Tuesday, 01 December 2015


All posts from: November 2011

A shower-fresh approach to monitoring behaviour

Wed, 23 Nov 2011

My favourite parts of the older James Bond films (the ones prior to the Jason Bourne-influenced re-imagining) were the bits where MI6’s resident boffin Q would demonstrate his latest invention – typically a high-tech piece of kit cunningly disguised as a harmless, everyday object, like a pen or a desk lamp.

Unilever’s R&D department takes a similar approach when it comes to inventing devices to understand consumer behaviour.

In March this year, we heard the tale of Unilever’s spy toothbrush, which used in-built accelerometers to record when and for how long people in China would clean their teeth. This week the company unveiled the “shower sensor”.

Behavioural scientist Hilde Hendrickx told the BBC how Unilever designed a piece of kit to pick up on the noise water makes when running through a pipe and to detect changes in water temperature so as to monitor people’s shower habits without the need for surveys.

As with the toothbrush experiment, Unilever was looking to get round the unreliability of self-reporting and avoid the need for in-person monitoring. “People would not take too kindly to someone standing next to them with a clipboard” while in the shower, said Hendrickx.

The company logged 2,600 showers by 100 families over a 10-day period and found that the average shower lasted eight minutes – longer than previously assumed.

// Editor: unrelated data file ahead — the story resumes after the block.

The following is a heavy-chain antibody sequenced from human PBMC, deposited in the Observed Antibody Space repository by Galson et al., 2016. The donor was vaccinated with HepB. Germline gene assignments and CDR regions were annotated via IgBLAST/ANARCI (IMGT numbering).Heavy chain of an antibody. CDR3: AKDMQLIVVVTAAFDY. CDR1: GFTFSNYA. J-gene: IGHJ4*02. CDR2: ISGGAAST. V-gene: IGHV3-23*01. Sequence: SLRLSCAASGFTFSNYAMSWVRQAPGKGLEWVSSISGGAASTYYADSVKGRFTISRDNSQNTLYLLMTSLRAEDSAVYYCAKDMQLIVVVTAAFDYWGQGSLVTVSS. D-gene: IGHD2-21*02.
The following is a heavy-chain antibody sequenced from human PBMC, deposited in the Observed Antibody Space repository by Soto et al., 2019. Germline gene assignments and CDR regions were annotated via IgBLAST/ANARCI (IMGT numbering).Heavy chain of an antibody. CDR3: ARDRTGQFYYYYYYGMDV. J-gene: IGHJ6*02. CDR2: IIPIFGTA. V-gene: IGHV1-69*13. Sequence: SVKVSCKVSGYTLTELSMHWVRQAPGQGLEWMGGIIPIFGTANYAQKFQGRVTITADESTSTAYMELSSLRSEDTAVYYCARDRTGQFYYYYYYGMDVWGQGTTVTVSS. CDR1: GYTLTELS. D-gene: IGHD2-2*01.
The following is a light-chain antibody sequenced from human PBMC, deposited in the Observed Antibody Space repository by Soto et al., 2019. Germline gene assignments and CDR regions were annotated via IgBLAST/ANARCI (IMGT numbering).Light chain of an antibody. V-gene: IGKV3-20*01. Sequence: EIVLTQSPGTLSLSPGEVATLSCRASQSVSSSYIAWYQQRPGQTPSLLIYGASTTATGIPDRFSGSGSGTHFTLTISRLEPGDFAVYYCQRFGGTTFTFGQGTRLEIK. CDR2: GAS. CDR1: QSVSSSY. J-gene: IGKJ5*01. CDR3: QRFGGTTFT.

Click here to read the article in full.

What's all this then?

Fri, 11 Nov 2011

Police in Cleveland, in the northeast of England, are under fire from the chairman of the local Police Federation for spending over £25,000 for a year-long project measuring confidence in the force among residents.

Steve Matthews, chairman of the Cleveland branch of the Police Federation has criticised the expenditure as “unnecessary” as the force wrestles with budget cuts of £17m over the next two years.

Matthews said: “In these times of austerity, this does seem a little bit unnecessary. There are other ways of measuring police confidence without having to spend this sort of money on random calls to the public.”

The Northern Echo reports that Cleveland Police hired SPA Future Thinking to run the survey. It says there is already a callback system in police which re-contacts victims of crime or people who have called the police to find out if they were satisfied with the response they received.

The police stand by the survey, saying it has provided them with “a great deal of valuable information”. I guess the question is, how valuable? Is the information something you can put a price on? Or, as our cover story last month put it, what’s it worth?